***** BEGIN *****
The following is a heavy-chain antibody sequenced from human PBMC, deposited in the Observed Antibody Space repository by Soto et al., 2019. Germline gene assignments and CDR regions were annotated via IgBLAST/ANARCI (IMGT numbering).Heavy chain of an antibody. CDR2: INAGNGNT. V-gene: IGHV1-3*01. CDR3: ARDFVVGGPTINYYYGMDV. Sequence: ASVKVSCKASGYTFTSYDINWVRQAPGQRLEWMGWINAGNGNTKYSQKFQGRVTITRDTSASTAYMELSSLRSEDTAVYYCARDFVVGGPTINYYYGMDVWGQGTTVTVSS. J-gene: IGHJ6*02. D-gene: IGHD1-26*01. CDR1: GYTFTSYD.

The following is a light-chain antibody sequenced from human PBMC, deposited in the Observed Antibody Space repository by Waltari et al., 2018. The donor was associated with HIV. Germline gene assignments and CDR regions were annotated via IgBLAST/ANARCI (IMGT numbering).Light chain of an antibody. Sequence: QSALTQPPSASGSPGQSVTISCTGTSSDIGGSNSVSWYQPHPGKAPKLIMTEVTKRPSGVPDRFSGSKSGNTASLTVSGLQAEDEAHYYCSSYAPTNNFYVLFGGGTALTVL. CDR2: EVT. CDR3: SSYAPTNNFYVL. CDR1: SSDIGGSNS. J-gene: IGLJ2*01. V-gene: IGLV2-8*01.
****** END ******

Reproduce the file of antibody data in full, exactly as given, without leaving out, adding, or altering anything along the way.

The following is a heavy-chain antibody sequenced from human PBMC, deposited in the Observed Antibody Space repository by Soto et al., 2019. Germline gene assignments and CDR regions were annotated via IgBLAST/ANARCI (IMGT numbering).Heavy chain of an antibody. CDR2: INAGNGNT. V-gene: IGHV1-3*01. CDR3: ARDFVVGGPTINYYYGMDV. Sequence: ASVKVSCKASGYTFTSYDINWVRQAPGQRLEWMGWINAGNGNTKYSQKFQGRVTITRDTSASTAYMELSSLRSEDTAVYYCARDFVVGGPTINYYYGMDVWGQGTTVTVSS. J-gene: IGHJ6*02. D-gene: IGHD1-26*01. CDR1: GYTFTSYD.

The following is a light-chain antibody sequenced from human PBMC, deposited in the Observed Antibody Space repository by Waltari et al., 2018. The donor was associated with HIV. Germline gene assignments and CDR regions were annotated via IgBLAST/ANARCI (IMGT numbering).Light chain of an antibody. Sequence: QSALTQPPSASGSPGQSVTISCTGTSSDIGGSNSVSWYQPHPGKAPKLIMTEVTKRPSGVPDRFSGSKSGNTASLTVSGLQAEDEAHYYCSSYAPTNNFYVLFGGGTALTVL. CDR2: EVT. CDR3: SSYAPTNNFYVL. CDR1: SSDIGGSNS. J-gene: IGLJ2*01. V-gene: IGLV2-8*01.